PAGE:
Christmas turkey and all the trimmings

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  • 5.5kg - turkey
  • 2L - apple juice
  • - about 5L water
  • 2 - oranges, quartered
  • 125ml - coarse sea salt (sounds like a lot but this is brine!)
  • 45ml - black peppercorns
  • 4 - cinnamon sticks
  • 30ml - caraway seeds
  • 6 - cloves
  • 5ml - dried thyme
  • 45ml - allspice berries
  • 4 - star anise
  • 30ml - white mustard seeds
  • 200g (250ml) - sugar
  • 200g (250ml) - sugar
  • 2 - onions, unpeeled and quartered
  • 10cm - piece of fresh ginger, unpeeled and sliced
  • 60ml - maple syrup (can be the cheaper stuff)
  • 60ml - runny honey
  • - a good handful of parsley, stalks and all
  • 125g - butter
  • 60ml - maple syrup
I’ve adapted Nigella Lawson’s brined turkey recipe for our feisty festive temperament and climate in South Africa. It’s the only way to ensure a juicy and spicy can’t-fail turkey.

1 Select a container Before you start, choose a brining container (bin or bucket) that the turkey can fit into snugly while being completely submerged – but remember it must be able to fit into your fridge.

2 Make the brine Squeeze the oranges before you throw them into your chosen container, skins and all. Then add all the other ingredients, stirring to combine the salt, sugar, syrup and runny honey, the spices and the liquids.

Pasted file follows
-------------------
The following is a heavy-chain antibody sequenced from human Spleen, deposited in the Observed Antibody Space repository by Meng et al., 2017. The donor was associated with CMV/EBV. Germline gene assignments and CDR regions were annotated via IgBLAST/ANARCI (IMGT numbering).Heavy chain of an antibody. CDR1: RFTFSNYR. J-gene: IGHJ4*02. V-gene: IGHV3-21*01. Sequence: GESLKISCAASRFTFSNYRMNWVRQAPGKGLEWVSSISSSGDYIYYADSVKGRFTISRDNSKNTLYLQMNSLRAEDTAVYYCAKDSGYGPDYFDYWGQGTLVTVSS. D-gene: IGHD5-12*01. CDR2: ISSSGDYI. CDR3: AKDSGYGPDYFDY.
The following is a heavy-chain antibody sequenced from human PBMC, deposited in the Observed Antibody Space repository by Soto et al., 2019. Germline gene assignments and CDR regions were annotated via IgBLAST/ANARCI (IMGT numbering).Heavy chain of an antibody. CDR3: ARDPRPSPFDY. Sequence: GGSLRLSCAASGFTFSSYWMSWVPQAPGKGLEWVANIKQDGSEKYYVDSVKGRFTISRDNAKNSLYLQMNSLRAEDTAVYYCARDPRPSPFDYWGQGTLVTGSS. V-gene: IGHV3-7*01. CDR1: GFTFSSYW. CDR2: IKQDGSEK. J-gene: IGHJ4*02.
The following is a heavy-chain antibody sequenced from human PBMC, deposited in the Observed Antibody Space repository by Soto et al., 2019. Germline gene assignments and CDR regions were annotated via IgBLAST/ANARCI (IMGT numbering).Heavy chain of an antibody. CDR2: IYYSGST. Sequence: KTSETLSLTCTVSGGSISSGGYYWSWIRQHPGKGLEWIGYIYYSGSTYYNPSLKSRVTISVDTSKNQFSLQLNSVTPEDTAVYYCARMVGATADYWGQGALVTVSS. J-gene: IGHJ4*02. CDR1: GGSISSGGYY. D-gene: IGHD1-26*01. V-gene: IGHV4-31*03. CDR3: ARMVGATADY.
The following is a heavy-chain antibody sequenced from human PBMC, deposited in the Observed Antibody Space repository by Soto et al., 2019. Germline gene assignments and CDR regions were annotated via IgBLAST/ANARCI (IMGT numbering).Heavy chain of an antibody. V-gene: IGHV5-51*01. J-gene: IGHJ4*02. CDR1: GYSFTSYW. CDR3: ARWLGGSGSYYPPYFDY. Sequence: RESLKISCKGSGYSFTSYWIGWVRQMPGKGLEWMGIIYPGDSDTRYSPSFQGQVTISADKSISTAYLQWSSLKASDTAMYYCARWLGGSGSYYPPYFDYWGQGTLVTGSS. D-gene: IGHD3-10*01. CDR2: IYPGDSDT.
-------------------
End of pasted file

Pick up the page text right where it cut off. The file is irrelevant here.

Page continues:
3 Pop the turkey in the brine Remove the giblets from inside the turkey, and loosen the bird’s legs if they’re tied up. (Save the giblets for making gravy). Hold your turkey firmly and submerge it in the bath; make sure it’s completely covered. You may want to put a little weight on it to make sure it doesn’t float. Keep it covered in the fridge for up to two days.

4 Roasting time When you’re ready to roast your turkey, remove it from its bath, wipe it dry with paper towel or a clean dishcloth and let it come to room temperature at least 2 hours before it goes into the oven. Preheat the oven to 200°C.

5 Make the glaze Melt the butter and maple syrup together slowly over a low heat. Paint the turkey with the glaze before roasting it in the oven, and baste regularly and generously throughout the cooking time. But be as quick as you can so that your oven doesn’t lose heat while you’re admiring the beauty of your bird. (A 3.5kg turkey will roast for 1¾ hours, while a 5kg turkey will roast for about 2 hours.) If your turkey is browning at an alarming pace, tuck a piece of baking paper around the entire bird. When you think it’s ready, use the point of a sharp knife to pierce the turkey where the body meets the leg and if the juices run clear, it’s cooked; if it’s still pink, cook it for a bit longer until they run clear. Otherwise, use a meat thermometer.

6 Remove the turkey from the oven Make a foil ‘tent’ around it and allow it to rest for 20–40 minutes before you slice it. I personally don’t think it’s necessary to eat turkey piping hot and, anyway, warm giblet gravy makes it all good.

Tip Once everyone has oohed and aahed over the whole bird, remove the breast from the turkey in its entirety and slice it on a large wooden board. Then arrange the slices on a warmed platter with a little hot gravy. Remove the leg from the turkey and do the same. It is much less fussy to present and eat it this way.

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